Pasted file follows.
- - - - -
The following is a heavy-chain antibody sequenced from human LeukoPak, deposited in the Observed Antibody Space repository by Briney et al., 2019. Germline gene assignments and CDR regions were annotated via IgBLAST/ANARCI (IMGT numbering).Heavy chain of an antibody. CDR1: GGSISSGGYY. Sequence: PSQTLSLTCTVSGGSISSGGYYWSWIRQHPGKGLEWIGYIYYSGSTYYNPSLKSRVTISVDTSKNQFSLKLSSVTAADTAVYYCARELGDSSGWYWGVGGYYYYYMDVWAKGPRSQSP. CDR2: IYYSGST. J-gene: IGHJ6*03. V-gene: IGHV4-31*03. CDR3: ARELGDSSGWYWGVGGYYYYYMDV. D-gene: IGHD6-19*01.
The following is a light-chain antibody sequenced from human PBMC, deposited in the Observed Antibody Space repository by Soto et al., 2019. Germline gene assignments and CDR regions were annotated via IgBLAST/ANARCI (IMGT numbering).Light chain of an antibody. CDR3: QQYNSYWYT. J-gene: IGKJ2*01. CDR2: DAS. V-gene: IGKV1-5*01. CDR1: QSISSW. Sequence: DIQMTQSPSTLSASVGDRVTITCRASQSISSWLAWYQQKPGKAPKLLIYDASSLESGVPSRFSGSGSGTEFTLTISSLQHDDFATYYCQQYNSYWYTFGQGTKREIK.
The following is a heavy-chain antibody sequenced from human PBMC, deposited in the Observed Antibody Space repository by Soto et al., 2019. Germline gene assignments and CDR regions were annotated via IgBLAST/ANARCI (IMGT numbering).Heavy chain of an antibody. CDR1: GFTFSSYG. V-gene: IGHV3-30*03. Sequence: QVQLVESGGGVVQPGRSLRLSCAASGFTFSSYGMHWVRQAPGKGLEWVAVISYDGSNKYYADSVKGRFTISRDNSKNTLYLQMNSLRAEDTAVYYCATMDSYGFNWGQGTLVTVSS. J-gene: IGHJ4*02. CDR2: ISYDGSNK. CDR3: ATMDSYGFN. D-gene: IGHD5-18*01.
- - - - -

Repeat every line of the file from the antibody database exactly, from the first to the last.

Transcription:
The following is a heavy-chain antibody sequenced from human LeukoPak, deposited in the Observed Antibody Space repository by Briney et al., 2019. Germline gene assignments and CDR regions were annotated via IgBLAST/ANARCI (IMGT numbering).Heavy chain of an antibody. CDR1: GGSISSGGYY. Sequence: PSQTLSLTCTVSGGSISSGGYYWSWIRQHPGKGLEWIGYIYYSGSTYYNPSLKSRVTISVDTSKNQFSLKLSSVTAADTAVYYCARELGDSSGWYWGVGGYYYYYMDVWAKGPRSQSP. CDR2: IYYSGST. J-gene: IGHJ6*03. V-gene: IGHV4-31*03. CDR3: ARELGDSSGWYWGVGGYYYYYMDV. D-gene: IGHD6-19*01.
The following is a light-chain antibody sequenced from human PBMC, deposited in the Observed Antibody Space repository by Soto et al., 2019. Germline gene assignments and CDR regions were annotated via IgBLAST/ANARCI (IMGT numbering).Light chain of an antibody. CDR3: QQYNSYWYT. J-gene: IGKJ2*01. CDR2: DAS. V-gene: IGKV1-5*01. CDR1: QSISSW. Sequence: DIQMTQSPSTLSASVGDRVTITCRASQSISSWLAWYQQKPGKAPKLLIYDASSLESGVPSRFSGSGSGTEFTLTISSLQHDDFATYYCQQYNSYWYTFGQGTKREIK.
The following is a heavy-chain antibody sequenced from human PBMC, deposited in the Observed Antibody Space repository by Soto et al., 2019. Germline gene assignments and CDR regions were annotated via IgBLAST/ANARCI (IMGT numbering).Heavy chain of an antibody. CDR1: GFTFSSYG. V-gene: IGHV3-30*03. Sequence: QVQLVESGGGVVQPGRSLRLSCAASGFTFSSYGMHWVRQAPGKGLEWVAVISYDGSNKYYADSVKGRFTISRDNSKNTLYLQMNSLRAEDTAVYYCATMDSYGFNWGQGTLVTVSS. J-gene: IGHJ4*02. CDR2: ISYDGSNK. CDR3: ATMDSYGFN. D-gene: IGHD5-18*01.